The point it, that flags and flag pins do NOT confer "patriotism" upon people. THAT is something one either has, or they DON'T have. And appearances can be deceiving, either way.

Speedy G said...

Would it matter to this discussion if it were an "Eat Here and Get Gas" sign? Lapel pin?

Z said...

Speedy, FINE....I'm asking about the mindset of supposed AMERICANS who'd MIND eating in view of OUR FLAG..
I think that's different from the banning/not banning you're talking about.

NOBODY should be made to wear a pin; that does not connote patriotism, but to DISS IT? To have Tom Brokaw and PHil Donahue talking shortly after 9/11 about how silly it is for people to wear them as if that's their badge of honor?
I'd been living out of country by the time I heard that discussion and a LOT had changed since the four years I'd been gone, but I hadn't thought things were so different we'd have to discuss whether displaying a flag was okay.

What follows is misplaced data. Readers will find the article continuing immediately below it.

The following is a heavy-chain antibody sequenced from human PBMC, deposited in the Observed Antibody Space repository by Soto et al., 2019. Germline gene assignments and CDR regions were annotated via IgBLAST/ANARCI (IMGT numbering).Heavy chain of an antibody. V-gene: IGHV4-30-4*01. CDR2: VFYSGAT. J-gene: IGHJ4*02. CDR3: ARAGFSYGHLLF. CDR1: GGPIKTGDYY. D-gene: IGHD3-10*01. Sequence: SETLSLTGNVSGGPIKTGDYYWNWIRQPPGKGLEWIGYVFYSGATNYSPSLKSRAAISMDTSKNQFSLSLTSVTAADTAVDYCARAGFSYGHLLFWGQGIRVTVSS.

Z said...


Speedy G said...

Then wear it, Z. Or don't.

Just let other people decide for themselves whether to do likewise. That's all I'm saying.

Speedy G said...

The decision to ban the flag wasn't Olive Garden's was a local ordinance.

When in Rome...

Speedy G said...

I'm just surprised that the local ordinance banning flag displays was in Alabama, and not Massachusetts.

Z said...

Speedy, we're in agreement but talking circles around each other;

What sickens me is the very fact that the AMERICAN FLAG can't hang anywhere it damned well pleases :)

Speedy G said...